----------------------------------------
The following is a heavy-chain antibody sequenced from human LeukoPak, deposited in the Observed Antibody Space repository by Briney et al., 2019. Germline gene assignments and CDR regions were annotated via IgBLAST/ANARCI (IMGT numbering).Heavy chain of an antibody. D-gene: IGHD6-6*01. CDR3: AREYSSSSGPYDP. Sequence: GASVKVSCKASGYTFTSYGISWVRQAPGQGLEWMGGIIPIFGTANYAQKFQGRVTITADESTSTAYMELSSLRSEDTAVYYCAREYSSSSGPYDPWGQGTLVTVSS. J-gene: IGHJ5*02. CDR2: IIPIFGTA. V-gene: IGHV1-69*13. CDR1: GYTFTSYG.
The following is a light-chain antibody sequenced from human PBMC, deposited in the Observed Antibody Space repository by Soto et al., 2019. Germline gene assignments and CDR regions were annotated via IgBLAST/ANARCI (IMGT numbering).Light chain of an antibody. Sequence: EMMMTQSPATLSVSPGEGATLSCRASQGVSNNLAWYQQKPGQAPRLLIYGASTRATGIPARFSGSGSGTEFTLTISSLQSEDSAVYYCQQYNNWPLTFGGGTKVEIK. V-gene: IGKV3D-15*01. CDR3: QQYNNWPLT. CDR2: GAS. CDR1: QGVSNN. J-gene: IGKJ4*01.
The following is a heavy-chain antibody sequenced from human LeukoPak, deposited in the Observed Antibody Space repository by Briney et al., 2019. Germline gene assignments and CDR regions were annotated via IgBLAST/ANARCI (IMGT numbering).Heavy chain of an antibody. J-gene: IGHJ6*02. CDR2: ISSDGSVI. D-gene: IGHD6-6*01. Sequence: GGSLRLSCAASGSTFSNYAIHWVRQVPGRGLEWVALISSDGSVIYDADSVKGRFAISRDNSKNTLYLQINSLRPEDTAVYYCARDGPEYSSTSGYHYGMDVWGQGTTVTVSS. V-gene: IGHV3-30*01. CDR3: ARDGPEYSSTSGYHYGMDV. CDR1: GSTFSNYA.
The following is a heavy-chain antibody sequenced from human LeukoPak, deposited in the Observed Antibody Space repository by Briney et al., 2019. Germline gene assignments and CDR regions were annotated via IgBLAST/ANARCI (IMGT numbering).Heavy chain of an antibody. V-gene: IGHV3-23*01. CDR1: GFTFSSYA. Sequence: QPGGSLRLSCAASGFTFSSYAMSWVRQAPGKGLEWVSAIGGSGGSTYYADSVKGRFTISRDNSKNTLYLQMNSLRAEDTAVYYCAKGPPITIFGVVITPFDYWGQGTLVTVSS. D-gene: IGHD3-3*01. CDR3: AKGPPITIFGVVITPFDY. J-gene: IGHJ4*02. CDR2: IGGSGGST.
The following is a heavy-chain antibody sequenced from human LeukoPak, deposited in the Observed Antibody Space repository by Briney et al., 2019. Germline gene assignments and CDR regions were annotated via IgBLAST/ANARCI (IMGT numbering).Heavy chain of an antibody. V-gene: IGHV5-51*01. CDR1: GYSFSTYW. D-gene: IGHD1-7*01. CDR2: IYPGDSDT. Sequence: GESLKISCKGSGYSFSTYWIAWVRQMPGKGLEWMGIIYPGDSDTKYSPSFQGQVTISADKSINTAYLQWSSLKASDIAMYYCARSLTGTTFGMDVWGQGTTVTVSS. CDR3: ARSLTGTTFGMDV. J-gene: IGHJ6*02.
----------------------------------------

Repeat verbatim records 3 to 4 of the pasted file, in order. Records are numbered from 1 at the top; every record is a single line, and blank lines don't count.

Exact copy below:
The following is a heavy-chain antibody sequenced from human LeukoPak, deposited in the Observed Antibody Space repository by Briney et al., 2019. Germline gene assignments and CDR regions were annotated via IgBLAST/ANARCI (IMGT numbering).Heavy chain of an antibody. J-gene: IGHJ6*02. CDR2: ISSDGSVI. D-gene: IGHD6-6*01. Sequence: GGSLRLSCAASGSTFSNYAIHWVRQVPGRGLEWVALISSDGSVIYDADSVKGRFAISRDNSKNTLYLQINSLRPEDTAVYYCARDGPEYSSTSGYHYGMDVWGQGTTVTVSS. V-gene: IGHV3-30*01. CDR3: ARDGPEYSSTSGYHYGMDV. CDR1: GSTFSNYA.
The following is a heavy-chain antibody sequenced from human LeukoPak, deposited in the Observed Antibody Space repository by Briney et al., 2019. Germline gene assignments and CDR regions were annotated via IgBLAST/ANARCI (IMGT numbering).Heavy chain of an antibody. V-gene: IGHV3-23*01. CDR1: GFTFSSYA. Sequence: QPGGSLRLSCAASGFTFSSYAMSWVRQAPGKGLEWVSAIGGSGGSTYYADSVKGRFTISRDNSKNTLYLQMNSLRAEDTAVYYCAKGPPITIFGVVITPFDYWGQGTLVTVSS. D-gene: IGHD3-3*01. CDR3: AKGPPITIFGVVITPFDY. J-gene: IGHJ4*02. CDR2: IGGSGGST.